KBO DFS: Quick Arguments for Seven Stacks
There are tons of ways to go with bats on Saturday morning’s KBO slate. So many that I couldn’t choose one on which to write. Therefore, we are going to look at all of them and why they should be considered. Once ownership projections are made available, we have a lot of wiggle room in terms of direction. Hopefully, this will have us prepared to pivot.
This is the chalk. The opposing pitcher, Se Woong Park, carries the second-highest HR/9 (1.04) and highest on the slate since 2019 and hardest hit rate (23%). Park isn’t a bad pitcher, but when Doosan gets a HR rate over 1.00, we have to listen. The problem is that everyone is listening. In a single lineup, Doosan is excusable because it’s Doosan against a righty, but not necessary. There are two pitchers with incomplete information who might fly under the radar and set us up to win a tournament.
That said, Jose Miguel Fernandez (.995), Kun Woo Park (.886), and Jae Il Oh (.971) all have high OPS’ versus RHBs since 2019. Fernandez has 24 HRs, Oh 23, and Jae Hwan Kim 18 over that span. Jae Ho Kim hitting .336 this year. They’re so expensive that mini-stacking is probably the way to go, as we should be spending on SPs.
The highest HR/9 since 2019 on the slate goes to Hyeong Jun So at 1.17. He has only 4.30 K/9, a 4.3% K-BB%, with a robusto 5.32 FIP. Good control at only 2.54 BB/9, but this guy is obviously throwing meatballs. We only have 46.0 IP with which to work, but when this groundball pitcher gets taken to the sky, it leaves the yard.
With Ja Wook Koo out with a sore thumb (insert joke here), Samsung’s numbers are weak against RHPs, but we have to take what we can get against this pitcher. There’s a mini-stack in here somewhere. Tyler Saladino is back and we should probably start there. Through 125 PAs against RHPs in his debut season, the former MLB player is slashing .310/.440/.570 with six HRs and eight doubles. Catcher Min Ho Kang is $4,000, but is second in the projected lineup in ISO, behind Saladino’s .260, at .209.
Don’t fall in love with Sang Su Kim on DK where he’s $4,800. We’re really just chasing steals and leadoff man PAs. The rest of his numbers stink against RHPs. Chase him on FD for a three-man stack where he’s only $8.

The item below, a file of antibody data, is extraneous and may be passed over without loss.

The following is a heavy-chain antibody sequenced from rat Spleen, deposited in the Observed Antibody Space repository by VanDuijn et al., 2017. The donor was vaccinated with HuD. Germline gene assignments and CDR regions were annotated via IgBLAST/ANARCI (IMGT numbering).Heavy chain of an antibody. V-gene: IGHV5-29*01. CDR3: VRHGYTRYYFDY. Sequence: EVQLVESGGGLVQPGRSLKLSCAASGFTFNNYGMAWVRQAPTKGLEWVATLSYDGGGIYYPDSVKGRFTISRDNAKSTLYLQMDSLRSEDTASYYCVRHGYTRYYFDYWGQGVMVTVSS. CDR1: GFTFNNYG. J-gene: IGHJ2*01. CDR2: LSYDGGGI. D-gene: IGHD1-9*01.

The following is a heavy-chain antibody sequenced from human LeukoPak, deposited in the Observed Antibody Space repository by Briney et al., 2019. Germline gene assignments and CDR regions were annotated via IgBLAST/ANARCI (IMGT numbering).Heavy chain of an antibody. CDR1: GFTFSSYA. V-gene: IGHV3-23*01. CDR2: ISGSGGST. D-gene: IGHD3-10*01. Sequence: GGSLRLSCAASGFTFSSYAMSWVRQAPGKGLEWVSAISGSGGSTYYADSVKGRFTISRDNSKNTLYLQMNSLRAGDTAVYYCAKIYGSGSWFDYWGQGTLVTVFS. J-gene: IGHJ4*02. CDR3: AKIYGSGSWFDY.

Imagine not getting on the field for Hanwha since 2018. Jin Wook Kim has only 6.2 career IP since breaking into The O over two years ago. Over 34 batters faced, he threw the first strike 55.8% of the time, which isn’t terrible for The O, but it’s still bad.
SK is better against lefties, but they really shine against pitchers who struggle to throw the first strike, as we outlined yesterday. Jamie Romak and Jeong Choi are the usual suspects for booming power. Don’t forget Ji Hoon Choi, who is slapping the ball around pretty well for only $2,900 on DK and $5 on FD. Ji Hoon is hitting .299 and easily makes up for the premium price we pay for Romak and Jeong.
Speaking of unknowns, I buried the lede here with NC. They face Min Ho Lee, an 18-year-old with a (hilariously) impressive 33.1-IP start to his career. Everything looks OK from Lee—average Ks and low HR rate—but he has a control problem, averaging 4.05 BB/9. And that HR rate, lol.
He’s allowed zero home runs in 33.1 IP. Not crazy for a junkballer who induces a ton of grounders, but that isn’t this guy. He has a 0.61 GB:FB ratio. That’s right, folks. He’s given up zero HRs out of 44 flyballs, due to 13% hard-hit and 21% soft-contact rates. Without having seen him, we can assume that he has a high IFFB%? But, still, a 0% HR/FB% over 44 events is pretty stupid.
Stack the whole Dino lineup.
Kia is less appealing than the previously listed, but we could get them low-owned against a LHP with a 0.86 HR/9 since 2019. Not a lot, but that’s up to 1.00 this season with a 4.97 FIP. Seung Ho Lee might not be a gas can, but he isn’t very good. And what makes Kia mediocre is that they can boom or bust on any given night.
Kia has five hitters with ISOs over .180 versus LHPs since 2018: $3,600 OF Ji Wan Na’s .254; 1B/OF Hyung Woo Choi’s .203; Preston Tucker’s .197; $2,300 2B Joo Hwan Na’s .193; and $3,100 LHB Min Sang Yoo’s .182. There’s our stack.
KT Wiz and LG Twins
These are leverage plays against good but vulnerable pitchers. Both stacks are like Kia in that what makes mediocre teams is that they don’t show up enough, but they break the slate when they do.
KT faces Chae Heung Choi, who is probably a top-three pitcher on the slate, but a 0.91 HR/9 and 4.85 FIP gives us space to give it a shot with MVP candidate Mel Rojas, Jr., a switch hitter better from the right side of the plate. Rojas has a .314/.383/.628 slash line against LHPs since 2018 and will have somewhat depressed ownership. Somewhat.
Jae Gyun Hwang is struggling this year. but has the second-highest OPS (.878) on the team against LHPs. Han Joon Yoo comes in third at .874. Both are slugging at least .495. We can avoid Baek Ho Kang for his price tag, though. Hitting over .300, but an ISO under .140.
LG faces the most expensive pitcher on the slate, Mike Wright. Even if Wright isn’t heavily owned, LG will likely be avoided. Wright has given up 0.87 HR/9 and carries a 4.78 FIP this season, along with a 3.92 BB/9. This is ripe for regression.
Roberto Ramos could see some of his lowest ownership of the season, crushing it with an 1.106 OPS against RHPs, with a .353/.430/.676 slash and 13 HRs in 156 PAs. Hyun Soo Kim has 16 HRs and 35 doubles against RHPs, dating back to last year. Chun Woong Lee with 21 steals.
All of this is to say, I have no idea who I’m playing and who I’m definitely fading from this post. Fun slate, though.